From Hungers To Appetites: Women Writers After The Spanish Civil War
My dissertation reveals a feminist discourse in texts written by Spanish women who use hunger and appetite as literary tropes after the post Civil War Hunger Years. I argue that the symbolic employment of hunger and appetite allows women writers to find feminism within traditional feminine identities. Drawing attention to the food women cook for others, particularly in their role as mothers, these authors ask us to question the hungers of women themselves. Once they identify various feminine hungers, they begin to explore the emergence of appetite. The emergence of appetite from a condition of hunger is where, I argue, a feminist impulse is manifest. I frame my study in the symbolic connotations of hunger and appetite in the writing of two Spanish women grouped with the Generation of '27, Rosa Chacel and María Zambrano. In Chacel's diaries and Zambrano's philosophical essays, they reveal the tensions that form as women struggle to give their bodies the artistic and intellectual nourishment that they need in the first decades of the Franco regime. They also show that when a woman engages with appetite, a natural desire to explore the world or, as Chacel says, to say "yes" to everything, she is more connected to herself, to art, to knowledge and to others. In the third chapter, I turn to texts of Generation of '50 novelist, Mercedes Salisachs, who explores the hungers repressed in women who grow up during the Franco Regime and live into the Spanish Transition to Democracy. I finish my study with contemporary novelist, Adelaida García Morales, who points to the emergence of appetite from within a chronically repressed feminine hunger as key to reestablishing the health of both the individual and of the community after the Regime. By revealing the feminist function of hungers and appetites in literature from the 1940s to the 1980s, my dissertation challenges the notion that Spain is a nation that lacks a strong feminist presence during the Franco regime. I highlight that Spanish feminism re-appropriates the female body as a site where an active exploration of life emerges from within lack itself.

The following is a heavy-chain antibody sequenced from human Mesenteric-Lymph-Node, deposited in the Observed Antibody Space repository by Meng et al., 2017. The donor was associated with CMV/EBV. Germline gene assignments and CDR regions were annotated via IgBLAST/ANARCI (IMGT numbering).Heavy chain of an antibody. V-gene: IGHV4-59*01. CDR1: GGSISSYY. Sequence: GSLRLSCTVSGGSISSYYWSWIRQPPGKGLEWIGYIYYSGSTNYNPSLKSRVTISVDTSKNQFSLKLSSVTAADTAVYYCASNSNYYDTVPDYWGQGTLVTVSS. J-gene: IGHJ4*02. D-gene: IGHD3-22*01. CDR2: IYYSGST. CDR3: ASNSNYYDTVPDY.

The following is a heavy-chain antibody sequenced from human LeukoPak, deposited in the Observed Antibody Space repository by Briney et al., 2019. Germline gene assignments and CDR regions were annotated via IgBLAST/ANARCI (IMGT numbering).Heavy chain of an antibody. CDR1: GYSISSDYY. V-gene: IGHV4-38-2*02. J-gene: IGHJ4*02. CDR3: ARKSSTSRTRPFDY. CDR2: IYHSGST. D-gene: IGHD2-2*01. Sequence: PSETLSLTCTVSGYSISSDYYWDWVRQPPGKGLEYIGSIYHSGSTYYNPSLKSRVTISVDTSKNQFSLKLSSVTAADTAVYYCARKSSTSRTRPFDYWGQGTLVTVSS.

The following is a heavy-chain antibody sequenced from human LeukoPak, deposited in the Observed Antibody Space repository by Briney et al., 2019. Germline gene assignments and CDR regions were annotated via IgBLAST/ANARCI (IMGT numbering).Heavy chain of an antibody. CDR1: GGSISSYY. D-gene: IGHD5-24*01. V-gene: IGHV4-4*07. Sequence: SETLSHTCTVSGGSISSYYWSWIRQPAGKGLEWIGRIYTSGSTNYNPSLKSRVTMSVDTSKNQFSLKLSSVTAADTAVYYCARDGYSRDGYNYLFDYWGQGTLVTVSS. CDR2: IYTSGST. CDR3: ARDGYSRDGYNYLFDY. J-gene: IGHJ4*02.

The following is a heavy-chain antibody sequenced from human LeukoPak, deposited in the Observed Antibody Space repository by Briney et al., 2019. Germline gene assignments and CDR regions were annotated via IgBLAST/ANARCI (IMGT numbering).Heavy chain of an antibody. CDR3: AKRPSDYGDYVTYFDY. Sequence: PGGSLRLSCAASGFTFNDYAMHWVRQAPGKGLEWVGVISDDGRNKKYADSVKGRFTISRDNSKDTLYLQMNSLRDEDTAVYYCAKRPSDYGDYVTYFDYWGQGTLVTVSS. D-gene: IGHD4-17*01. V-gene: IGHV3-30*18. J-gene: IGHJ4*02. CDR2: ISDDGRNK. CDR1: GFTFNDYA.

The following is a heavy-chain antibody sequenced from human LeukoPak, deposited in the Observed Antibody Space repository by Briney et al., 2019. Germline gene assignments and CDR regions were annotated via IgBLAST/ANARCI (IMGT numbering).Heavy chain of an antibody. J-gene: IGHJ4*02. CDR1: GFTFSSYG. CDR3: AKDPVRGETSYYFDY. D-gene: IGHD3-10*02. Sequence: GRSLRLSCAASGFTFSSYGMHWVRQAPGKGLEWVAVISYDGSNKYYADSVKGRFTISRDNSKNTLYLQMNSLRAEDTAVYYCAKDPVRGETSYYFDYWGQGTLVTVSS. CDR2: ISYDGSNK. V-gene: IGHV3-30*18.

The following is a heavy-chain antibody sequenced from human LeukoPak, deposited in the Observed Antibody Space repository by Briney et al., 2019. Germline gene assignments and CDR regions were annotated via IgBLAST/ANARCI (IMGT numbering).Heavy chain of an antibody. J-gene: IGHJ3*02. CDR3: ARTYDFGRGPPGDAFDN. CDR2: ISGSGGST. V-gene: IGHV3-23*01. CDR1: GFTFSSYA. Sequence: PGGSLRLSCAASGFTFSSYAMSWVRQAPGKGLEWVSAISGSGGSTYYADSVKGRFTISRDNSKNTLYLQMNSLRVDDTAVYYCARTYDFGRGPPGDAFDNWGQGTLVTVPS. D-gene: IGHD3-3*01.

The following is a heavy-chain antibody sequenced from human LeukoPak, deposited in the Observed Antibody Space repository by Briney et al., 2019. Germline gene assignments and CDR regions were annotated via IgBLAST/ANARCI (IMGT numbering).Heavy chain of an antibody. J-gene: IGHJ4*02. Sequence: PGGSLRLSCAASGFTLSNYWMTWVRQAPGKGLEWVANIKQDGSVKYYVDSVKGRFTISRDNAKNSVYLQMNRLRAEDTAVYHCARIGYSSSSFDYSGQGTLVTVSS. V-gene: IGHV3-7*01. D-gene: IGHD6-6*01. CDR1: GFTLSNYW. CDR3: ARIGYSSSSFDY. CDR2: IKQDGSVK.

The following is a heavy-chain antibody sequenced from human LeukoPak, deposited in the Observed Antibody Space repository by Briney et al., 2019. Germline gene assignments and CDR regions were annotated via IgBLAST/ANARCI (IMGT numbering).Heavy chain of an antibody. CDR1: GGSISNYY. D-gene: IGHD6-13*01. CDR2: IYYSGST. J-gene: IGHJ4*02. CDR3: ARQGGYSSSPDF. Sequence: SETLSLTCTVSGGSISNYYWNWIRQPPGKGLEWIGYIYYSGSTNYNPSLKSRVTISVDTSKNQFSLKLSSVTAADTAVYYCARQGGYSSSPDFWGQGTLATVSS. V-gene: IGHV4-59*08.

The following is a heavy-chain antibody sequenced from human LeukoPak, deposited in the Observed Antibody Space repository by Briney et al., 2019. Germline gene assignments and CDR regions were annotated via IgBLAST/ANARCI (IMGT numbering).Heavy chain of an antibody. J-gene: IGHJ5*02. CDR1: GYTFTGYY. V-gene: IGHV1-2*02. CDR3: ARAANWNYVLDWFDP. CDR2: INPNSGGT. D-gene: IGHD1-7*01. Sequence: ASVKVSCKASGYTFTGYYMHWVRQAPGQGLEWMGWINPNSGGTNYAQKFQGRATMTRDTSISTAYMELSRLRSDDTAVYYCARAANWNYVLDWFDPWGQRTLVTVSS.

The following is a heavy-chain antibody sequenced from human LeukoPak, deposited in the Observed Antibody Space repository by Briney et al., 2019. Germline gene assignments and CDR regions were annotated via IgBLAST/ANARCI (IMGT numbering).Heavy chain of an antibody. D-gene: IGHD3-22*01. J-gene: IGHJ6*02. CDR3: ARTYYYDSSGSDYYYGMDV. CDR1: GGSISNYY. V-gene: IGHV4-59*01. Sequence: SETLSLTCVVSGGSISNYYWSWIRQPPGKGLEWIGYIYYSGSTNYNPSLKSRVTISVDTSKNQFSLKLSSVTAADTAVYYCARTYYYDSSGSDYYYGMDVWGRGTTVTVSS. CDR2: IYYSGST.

Spanish women writers; Spanish feminism
Castillo, Debra Ann
Aching, Gerard Laurence; Keller, Patricia M.
Ph. D., Romance Studies
Doctor of Philosophy
dissertation or thesis